4. A stabilized inorganic nanoparticle material comprising a plurality of stabilized inorganic nanoparticles according to claim 1, wherein the stabilized inorganic nanoparticle material has an average particle diameter of 1 to 200 nm, and has such a particle diameter distribution that 90% or more of the stabilized inorganic nanoparticles have a particle diameter within a range of 10% above or below the average particle diameter.
5. A method for producing the stabilized inorganic nanoparticle of claim 1, comprising the steps of experimentally obtaining the critical amount of (1) or (2) recited in claim 1; and carrying out a reaction for producing a stabilized inorganic nanoparticle while controlling a mole ratio between a protective ligand and an inorganic nanoparticle such that the critical amount is obtained in the reaction system.
6. A method for producing the stabilized inorganic nanoparticle of claim 1, comprising the steps of preparing the inorganic nanoparticle: initiating a reaction of bonding the protective ligand to the inorganic nanoparticle while maintaining the inorganic nanoparticle stably; and stopping the reaction forcibly at
(7) a time when it is judged, based on experimentally obtained standard data, that the amount of the protective ligand bonded to the inorganic nanoparticle is the critical amount of (1) or (2) recited in claim 1 or that the form of modifying the surface of the inorganic nanoparticle by the protective ligand is the critical modification form of (3) recited in claim 1.
7. The method according to claim 6, wherein, in the case of using a metal nanoparticle as the inorganic nanoparticle, the method comprises the steps of preparing an aqueous solution of a metal salt used as a material for the metal nanoparticle; bringing the aqueous solution into contact with a toluene phase containing the protective ligand and a phase transfer agent; and reducing the toluene phase to initiate a reaction of generating the metal nanoparticle and a reaction or bonding the protective ligand to the metal nanoparticle.
8. The method according to claim 6, wherein the average particle diameter of the stabilized inorganic nanoparticle obtained in the method is controlled by changing a reaction agent concentration, a reaction temperature, or a reaction time in the reaction system.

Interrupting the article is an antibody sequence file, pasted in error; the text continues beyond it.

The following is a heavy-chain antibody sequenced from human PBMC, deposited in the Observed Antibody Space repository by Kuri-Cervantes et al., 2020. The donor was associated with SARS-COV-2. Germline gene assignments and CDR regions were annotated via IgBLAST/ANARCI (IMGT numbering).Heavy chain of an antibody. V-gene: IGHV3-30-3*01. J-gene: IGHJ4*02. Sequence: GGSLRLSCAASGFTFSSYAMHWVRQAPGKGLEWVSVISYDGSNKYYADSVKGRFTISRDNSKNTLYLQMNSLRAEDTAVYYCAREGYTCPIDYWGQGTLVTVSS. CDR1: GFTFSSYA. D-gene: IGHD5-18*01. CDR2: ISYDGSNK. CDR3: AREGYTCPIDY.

9. The method according to claim 6, wherein the reaction of bonding the protective ligand to the inorganic nanoparticle is forcibly stopped by
(8) inactivation of an agent controlling the reaction of generating the metal nanoparticle including at least an agent for the reduction, and/or
(9) dilution of a reaction solution.
10. A method for using the stabilized inorganic nanoparticle of claim 1, comprising bonding a functional ligand to the stabilized inorganic nanoparticle of claim 1, to obtain a functional inorganic nanoparticle with an additional characteristic or function.
11. The method according to claim 10, wherein the functional inorganic nanoparticle is such that (A) the functional ligand is bonded to a free site of the stabilized inorganic nanoparticle or (B) the functional ligand is bonded to a free site of the stabilized inorganic nanoparticle and a protective ligand is replaced by another functional ligand.
12. The method according to claim 10, wherein the functional ligand is selected from the group consisting of
(10) ligands capable of specifically bonding to a bioactive molecule including at least a DNA and a protein,
(11) luminescent ligands including at least fluorescent ligands and phosphorescent ligand,
(12) ligands capable of specifically bonding to a particular ion or chemical species,
(13) ligands having an electrically conductive or superconductive property,
(14) ligands having an electroluminescent property,
(15) ligands having a nonlinear optical property, and
(16) ligands having a laser emission property.
Description
BACKGROUND OF THE INVENTION

1. Technical Field

The present invention relates to a stabilized inorganic nanoparticle, a stabilized inorganic nanoparticle material, a method for producing a stabilized inorganic nanoparticle, and a method for using a stabilized inorganic nanoparticle.

The invention relates particularly to a stabilized inorganic nanoparticle obtained by bonding protective ligands to a surface of a nanoscale fine inorganic particle composed of a metal, a metal oxide, a semiconductor substance, etc. to stabilize the inorganic particle, which can be easily and rapidly functionalized by bonding functional ligands to the inorganic particle because the stabilized inorganic nanoparticle has a sufficient number of free binding sites on the surface and the protective ligands bonded is preferably high in substitution reactivity.